No matter what you seek, you need to make connections. So start networking! Ask the trusted adults in your life (your parents, family, teachers, coaches) to introduce you to lawyers they know. If you are old enough to meet the terms and conditions, consider tools like LinkedIn. It takes some bravery to reach out and ask for help, but so many internships, jobs, and other opportunities are found through connections. Be open to learning from the connections (what was their career path into the law? how did they get their first break??) but also respectfully ask for help. Don't think you've made it clear what you are looking for until you've expressed it directly. You might start by saying something like, "I've been told that I won't qualify for a legal internship until I'm in law school, but I'm ready to start learning the field now, while I am a High School student. Are there opportunities in your office for volunteers or admin support for which I might be qualified now?" And trust me, it will get easier each time you ask!

Good luck!!!

Desiree recommends the following next steps:

rather than a "legal internship", consider volunteer opportunities or paid, part-time/temporary, entry-level admin jobs
Expand your search beyond law firms to those professions that support and/or train lawyers - title companies, discovery companies, Continuing Legal Education companies, local bar associations, non-profits that support legal causes, etc.
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Abi’s Answer

Agreeing with all the responses and just dropping in to add: research legal externships for high school students.
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Dorothy Brown’s Answer

Hello, I was a counselor years ago for a program called DukeTip. It's a program that allows students to take classes on an university campus with with leaders in the profession as instructors. You should check out their site.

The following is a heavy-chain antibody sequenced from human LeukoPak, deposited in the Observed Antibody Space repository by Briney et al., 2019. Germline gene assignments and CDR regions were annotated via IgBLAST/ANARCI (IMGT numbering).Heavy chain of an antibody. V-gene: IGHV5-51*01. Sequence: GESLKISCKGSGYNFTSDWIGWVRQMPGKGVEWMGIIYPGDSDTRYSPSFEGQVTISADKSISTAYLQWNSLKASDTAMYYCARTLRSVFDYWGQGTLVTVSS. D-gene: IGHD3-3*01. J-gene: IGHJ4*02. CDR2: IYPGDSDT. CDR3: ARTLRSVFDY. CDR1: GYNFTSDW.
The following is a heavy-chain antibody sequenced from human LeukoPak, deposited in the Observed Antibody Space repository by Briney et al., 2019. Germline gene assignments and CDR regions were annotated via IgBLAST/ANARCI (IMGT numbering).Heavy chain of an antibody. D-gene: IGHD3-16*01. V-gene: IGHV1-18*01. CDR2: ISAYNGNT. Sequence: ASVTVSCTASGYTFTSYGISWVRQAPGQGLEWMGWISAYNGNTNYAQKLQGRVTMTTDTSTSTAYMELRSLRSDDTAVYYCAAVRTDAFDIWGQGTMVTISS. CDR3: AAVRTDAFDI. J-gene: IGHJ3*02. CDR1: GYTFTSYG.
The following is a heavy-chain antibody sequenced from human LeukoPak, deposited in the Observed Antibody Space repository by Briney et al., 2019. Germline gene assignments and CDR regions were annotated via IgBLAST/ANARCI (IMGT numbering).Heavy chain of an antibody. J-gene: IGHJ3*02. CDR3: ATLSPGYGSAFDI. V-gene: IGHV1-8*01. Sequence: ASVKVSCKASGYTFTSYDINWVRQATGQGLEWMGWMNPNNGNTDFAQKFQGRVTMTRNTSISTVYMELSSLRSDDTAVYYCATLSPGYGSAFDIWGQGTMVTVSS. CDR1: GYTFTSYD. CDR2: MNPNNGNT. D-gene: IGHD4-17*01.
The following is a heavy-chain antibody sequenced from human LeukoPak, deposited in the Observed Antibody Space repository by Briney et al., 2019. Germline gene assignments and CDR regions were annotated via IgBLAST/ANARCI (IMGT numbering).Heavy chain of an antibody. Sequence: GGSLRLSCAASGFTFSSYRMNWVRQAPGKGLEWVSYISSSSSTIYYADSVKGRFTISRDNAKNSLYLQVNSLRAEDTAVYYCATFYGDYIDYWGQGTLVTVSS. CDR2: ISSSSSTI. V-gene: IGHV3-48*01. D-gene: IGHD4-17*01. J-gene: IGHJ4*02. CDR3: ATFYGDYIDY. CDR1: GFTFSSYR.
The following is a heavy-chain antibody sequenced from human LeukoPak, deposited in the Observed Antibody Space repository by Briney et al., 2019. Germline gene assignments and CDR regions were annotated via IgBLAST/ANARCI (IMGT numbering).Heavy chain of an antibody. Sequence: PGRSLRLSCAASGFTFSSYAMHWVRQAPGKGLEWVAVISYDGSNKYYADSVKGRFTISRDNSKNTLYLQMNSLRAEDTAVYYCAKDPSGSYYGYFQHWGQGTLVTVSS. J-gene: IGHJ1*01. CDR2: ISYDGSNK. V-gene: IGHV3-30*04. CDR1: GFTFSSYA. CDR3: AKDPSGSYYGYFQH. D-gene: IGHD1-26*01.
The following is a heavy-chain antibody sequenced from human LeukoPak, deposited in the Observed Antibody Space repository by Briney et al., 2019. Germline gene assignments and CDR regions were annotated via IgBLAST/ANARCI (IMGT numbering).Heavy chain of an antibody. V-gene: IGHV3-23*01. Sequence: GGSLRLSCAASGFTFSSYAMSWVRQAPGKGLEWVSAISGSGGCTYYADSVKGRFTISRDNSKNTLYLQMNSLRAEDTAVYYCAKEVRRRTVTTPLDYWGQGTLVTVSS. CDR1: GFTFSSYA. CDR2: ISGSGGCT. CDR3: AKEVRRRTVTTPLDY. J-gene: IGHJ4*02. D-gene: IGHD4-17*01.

https://tip.duke.edu/
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Teryll’s Answer

I saw this post about the skills you need to be a lawyer and things you can be doing in high school to hone these skills. https://www.thebalancecareers.com/early-preparations-law-school-2164525

Another idea is that many folks used speech and debate as a way to practice learning about topics and arguing your point of view. This could be a good place to develop these skills.
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Kevin’s Answer

Hi -

I agree with the suggestion that you may want to try networking with trusted adults. For the most part, many of the legal jobs that you will want, either now or if you decide to enter law school, will not be posted on online job posting boards like Indeed or Monster or Google. Many of the best paying jobs are never posted online. Applicants are discovered through networking at events or from recommendations by attorneys.

There are definitely still jobs posted online but not all of them. Another great way to find a legal job will be through college career placement offices. If there is a particular college you are interested, you could consider contacting the career placement office for a tour. I recommend getting to know the person in charge of career placement - whether during undergraduate studies or if you do attend law school. If there are any law schools near you, you could consider reaching out to them. They might be willing to give you a tour and they might know someone looking for a volunteer, intern, or who might have a paying job at a law firm.

If there are any legal aid, or other pro bono legal services near you, those may also offer good opportunities for you to get experience. Often, places like those have need of people to help them and they will usually provide training as needed so you can learn a new skill.